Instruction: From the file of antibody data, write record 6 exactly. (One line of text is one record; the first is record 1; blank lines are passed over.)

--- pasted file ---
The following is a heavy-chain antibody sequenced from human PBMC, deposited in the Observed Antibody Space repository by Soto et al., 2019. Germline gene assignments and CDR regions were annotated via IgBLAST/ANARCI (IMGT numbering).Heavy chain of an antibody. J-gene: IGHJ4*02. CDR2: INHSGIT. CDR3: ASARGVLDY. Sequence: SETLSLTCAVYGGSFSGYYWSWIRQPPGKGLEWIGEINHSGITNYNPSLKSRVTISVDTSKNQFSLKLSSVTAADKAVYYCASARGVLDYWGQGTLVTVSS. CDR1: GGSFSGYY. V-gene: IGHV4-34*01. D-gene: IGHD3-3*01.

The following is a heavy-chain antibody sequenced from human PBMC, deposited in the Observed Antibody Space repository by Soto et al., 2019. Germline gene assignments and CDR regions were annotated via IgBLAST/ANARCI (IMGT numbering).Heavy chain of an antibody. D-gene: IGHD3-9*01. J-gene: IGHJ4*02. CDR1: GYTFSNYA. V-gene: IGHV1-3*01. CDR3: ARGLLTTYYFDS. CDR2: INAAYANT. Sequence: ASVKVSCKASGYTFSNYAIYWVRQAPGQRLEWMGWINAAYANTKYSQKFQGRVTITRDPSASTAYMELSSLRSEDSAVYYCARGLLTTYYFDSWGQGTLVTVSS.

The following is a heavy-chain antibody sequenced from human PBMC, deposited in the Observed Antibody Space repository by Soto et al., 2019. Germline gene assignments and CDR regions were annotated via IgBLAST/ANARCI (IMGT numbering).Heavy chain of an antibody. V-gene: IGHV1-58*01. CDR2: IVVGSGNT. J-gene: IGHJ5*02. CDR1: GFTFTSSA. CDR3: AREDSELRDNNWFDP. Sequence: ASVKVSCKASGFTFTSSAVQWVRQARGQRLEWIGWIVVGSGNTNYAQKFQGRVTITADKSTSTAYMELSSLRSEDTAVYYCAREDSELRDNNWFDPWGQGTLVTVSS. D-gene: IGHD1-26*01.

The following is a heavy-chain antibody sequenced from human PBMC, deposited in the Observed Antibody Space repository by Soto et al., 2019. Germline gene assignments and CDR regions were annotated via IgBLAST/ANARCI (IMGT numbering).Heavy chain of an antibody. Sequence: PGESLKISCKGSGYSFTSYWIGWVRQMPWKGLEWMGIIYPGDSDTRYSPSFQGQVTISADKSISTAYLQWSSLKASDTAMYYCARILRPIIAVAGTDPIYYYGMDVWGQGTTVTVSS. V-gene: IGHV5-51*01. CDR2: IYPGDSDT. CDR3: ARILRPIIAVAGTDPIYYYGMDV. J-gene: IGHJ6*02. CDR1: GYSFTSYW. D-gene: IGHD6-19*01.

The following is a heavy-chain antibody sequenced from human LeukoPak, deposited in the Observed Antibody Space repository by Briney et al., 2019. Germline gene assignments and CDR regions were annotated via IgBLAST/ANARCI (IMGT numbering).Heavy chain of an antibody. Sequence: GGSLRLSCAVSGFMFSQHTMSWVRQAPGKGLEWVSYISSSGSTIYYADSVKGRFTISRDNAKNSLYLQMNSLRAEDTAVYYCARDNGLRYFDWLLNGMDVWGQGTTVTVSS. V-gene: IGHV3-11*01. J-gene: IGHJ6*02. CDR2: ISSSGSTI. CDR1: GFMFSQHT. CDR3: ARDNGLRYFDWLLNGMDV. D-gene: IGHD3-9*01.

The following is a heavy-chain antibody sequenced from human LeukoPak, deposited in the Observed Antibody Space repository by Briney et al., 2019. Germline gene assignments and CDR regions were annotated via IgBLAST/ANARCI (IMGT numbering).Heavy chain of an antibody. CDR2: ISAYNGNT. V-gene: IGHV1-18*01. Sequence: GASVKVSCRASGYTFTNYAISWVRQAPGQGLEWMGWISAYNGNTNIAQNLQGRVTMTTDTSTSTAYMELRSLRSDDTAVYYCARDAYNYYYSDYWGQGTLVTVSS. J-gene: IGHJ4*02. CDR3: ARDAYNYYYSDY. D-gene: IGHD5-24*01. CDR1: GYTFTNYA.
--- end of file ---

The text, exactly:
The following is a heavy-chain antibody sequenced from human LeukoPak, deposited in the Observed Antibody Space repository by Briney et al., 2019. Germline gene assignments and CDR regions were annotated via IgBLAST/ANARCI (IMGT numbering).Heavy chain of an antibody. CDR2: ISAYNGNT. V-gene: IGHV1-18*01. Sequence: GASVKVSCRASGYTFTNYAISWVRQAPGQGLEWMGWISAYNGNTNIAQNLQGRVTMTTDTSTSTAYMELRSLRSDDTAVYYCARDAYNYYYSDYWGQGTLVTVSS. J-gene: IGHJ4*02. CDR3: ARDAYNYYYSDY. D-gene: IGHD5-24*01. CDR1: GYTFTNYA.